· His life was ended by an act of cruel murder.

· Three thousand years after his death, a son procreated by his own seed will be the ultimate Saviour of mankind.

Zarathustra was never held to be a god, only the prophet of the one true God revealed through him. This, his monotheism (as it is called despite some reasons for cavilling, which we shall come to), was a new idea in Iran. The old religion of Iran – that is to say, the Aryan folk-religion – was a polytheistic cult, the same as that of the Aryans of India. (The words ‘Aryan’ and ‘Iranian’ have the same derivation.) Zarathustra’s new religion, which we call Zoroastrianism after the Greeks, who transcribed its founder’s name as Zoroaster, retained some of the old forms of worship. He also preserved but revolutionised some of the old beliefs by – astonishingly perhaps – inverting their moral significance. Thus he declared the former good spirits, the deva, to be evil; and the former evil spirits, the asura, to be good. The Iranian form of the Indian asura was ahura. Zarathustra’s one true God himself bore the title of ahura: he was Ahura Mazda, the Wise Lord, or the Lord Wisdom.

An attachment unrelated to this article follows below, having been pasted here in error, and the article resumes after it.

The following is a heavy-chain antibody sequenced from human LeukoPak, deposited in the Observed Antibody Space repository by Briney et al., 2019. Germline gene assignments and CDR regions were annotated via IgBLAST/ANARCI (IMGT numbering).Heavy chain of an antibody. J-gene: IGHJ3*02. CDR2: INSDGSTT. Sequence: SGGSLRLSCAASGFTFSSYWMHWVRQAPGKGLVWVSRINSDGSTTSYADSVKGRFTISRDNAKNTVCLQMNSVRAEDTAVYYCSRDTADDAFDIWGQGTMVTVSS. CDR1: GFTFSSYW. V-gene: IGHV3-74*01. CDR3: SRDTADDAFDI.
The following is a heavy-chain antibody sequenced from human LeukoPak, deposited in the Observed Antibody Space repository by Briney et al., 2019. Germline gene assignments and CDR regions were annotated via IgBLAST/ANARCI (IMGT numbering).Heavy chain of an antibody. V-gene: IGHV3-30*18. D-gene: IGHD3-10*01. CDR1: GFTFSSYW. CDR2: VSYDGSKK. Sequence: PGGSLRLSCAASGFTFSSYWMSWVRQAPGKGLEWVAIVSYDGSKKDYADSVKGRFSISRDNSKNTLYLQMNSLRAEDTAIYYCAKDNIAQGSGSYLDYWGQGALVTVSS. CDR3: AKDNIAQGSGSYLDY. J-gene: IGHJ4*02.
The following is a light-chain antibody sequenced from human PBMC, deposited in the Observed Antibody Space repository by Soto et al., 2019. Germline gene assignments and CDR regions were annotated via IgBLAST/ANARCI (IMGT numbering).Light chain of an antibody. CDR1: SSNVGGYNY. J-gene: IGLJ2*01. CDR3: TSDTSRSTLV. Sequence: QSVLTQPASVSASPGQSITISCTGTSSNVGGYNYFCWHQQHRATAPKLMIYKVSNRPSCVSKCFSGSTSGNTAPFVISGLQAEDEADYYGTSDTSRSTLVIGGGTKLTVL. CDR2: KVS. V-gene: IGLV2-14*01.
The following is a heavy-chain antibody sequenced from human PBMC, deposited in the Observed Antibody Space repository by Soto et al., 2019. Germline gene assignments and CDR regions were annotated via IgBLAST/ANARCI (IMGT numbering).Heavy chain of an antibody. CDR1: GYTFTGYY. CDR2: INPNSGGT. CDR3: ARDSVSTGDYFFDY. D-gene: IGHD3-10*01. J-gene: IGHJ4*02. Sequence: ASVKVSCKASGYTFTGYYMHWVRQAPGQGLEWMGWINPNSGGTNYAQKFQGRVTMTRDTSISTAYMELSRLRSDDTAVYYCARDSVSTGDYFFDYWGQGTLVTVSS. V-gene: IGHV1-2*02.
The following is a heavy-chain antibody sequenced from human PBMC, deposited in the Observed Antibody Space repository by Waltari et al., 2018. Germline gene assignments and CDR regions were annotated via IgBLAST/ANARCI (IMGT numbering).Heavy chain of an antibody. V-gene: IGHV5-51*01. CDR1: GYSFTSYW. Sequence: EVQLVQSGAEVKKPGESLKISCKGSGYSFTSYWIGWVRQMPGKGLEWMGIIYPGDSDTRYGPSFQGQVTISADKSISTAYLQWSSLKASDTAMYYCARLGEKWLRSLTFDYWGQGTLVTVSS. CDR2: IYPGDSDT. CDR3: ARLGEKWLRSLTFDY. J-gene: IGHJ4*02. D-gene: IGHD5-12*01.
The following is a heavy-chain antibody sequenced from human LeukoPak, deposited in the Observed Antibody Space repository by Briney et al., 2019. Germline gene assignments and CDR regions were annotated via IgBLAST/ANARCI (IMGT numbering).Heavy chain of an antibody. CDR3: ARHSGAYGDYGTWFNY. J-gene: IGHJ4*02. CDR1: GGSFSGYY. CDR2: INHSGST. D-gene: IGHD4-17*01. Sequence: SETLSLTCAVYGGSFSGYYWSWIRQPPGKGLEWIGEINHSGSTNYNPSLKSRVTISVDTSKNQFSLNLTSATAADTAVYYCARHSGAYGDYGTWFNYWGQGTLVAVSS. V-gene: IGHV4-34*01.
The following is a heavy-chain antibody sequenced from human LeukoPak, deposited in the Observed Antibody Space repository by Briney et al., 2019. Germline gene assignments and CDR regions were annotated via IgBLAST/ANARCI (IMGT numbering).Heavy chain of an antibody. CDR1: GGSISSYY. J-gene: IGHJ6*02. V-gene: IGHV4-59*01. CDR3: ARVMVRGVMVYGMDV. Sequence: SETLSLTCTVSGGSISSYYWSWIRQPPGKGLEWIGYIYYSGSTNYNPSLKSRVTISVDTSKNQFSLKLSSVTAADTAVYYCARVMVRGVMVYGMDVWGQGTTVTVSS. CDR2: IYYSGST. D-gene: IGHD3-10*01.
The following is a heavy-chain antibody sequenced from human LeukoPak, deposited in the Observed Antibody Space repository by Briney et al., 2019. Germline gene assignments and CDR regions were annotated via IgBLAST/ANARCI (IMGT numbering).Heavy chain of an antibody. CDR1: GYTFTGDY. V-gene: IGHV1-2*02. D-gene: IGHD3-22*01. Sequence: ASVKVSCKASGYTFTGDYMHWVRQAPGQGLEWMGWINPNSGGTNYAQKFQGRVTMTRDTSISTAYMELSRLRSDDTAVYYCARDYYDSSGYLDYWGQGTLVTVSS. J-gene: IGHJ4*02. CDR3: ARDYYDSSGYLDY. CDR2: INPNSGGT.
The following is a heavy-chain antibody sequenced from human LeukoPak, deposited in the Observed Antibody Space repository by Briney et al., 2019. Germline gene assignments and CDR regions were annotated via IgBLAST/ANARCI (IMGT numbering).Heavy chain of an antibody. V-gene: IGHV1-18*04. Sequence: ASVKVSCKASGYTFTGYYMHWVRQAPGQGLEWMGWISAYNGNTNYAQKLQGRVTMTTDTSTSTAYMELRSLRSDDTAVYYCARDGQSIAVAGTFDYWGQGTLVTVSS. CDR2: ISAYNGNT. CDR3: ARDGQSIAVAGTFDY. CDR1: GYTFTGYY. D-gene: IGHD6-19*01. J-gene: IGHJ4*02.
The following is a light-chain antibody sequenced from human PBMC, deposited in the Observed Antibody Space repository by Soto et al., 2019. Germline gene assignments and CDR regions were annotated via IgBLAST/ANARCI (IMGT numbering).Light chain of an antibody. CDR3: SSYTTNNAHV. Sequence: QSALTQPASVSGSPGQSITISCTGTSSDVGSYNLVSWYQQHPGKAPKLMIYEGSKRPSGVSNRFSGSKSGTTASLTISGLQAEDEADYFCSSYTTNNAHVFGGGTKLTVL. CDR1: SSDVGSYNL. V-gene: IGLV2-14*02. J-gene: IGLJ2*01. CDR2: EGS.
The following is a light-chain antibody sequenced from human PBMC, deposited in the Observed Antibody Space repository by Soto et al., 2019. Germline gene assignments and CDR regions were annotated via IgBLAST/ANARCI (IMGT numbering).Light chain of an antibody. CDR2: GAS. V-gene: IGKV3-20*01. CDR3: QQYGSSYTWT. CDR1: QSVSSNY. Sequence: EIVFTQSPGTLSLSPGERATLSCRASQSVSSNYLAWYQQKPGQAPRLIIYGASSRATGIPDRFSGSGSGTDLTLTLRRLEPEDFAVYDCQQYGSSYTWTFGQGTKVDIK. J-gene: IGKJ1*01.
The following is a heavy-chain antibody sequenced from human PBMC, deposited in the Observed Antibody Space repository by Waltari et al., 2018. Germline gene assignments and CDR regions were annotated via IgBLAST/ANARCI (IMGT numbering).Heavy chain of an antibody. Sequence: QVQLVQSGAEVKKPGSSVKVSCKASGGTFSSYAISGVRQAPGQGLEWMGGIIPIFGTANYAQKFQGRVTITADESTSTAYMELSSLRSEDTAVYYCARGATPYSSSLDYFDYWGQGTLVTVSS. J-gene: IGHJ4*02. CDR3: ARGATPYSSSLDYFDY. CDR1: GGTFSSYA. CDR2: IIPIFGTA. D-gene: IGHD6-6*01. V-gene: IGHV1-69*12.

The existence of good and evil powers, however they were named, was the most important idea that Zarathustra’s new religion took over from the old. But there was also in the old cult a seed of another, related, idea which through Zarathustra’s teaching was to become in time a world-changing religious concept: that humanity has a necessary part to play in the cosmic drama of divine creation.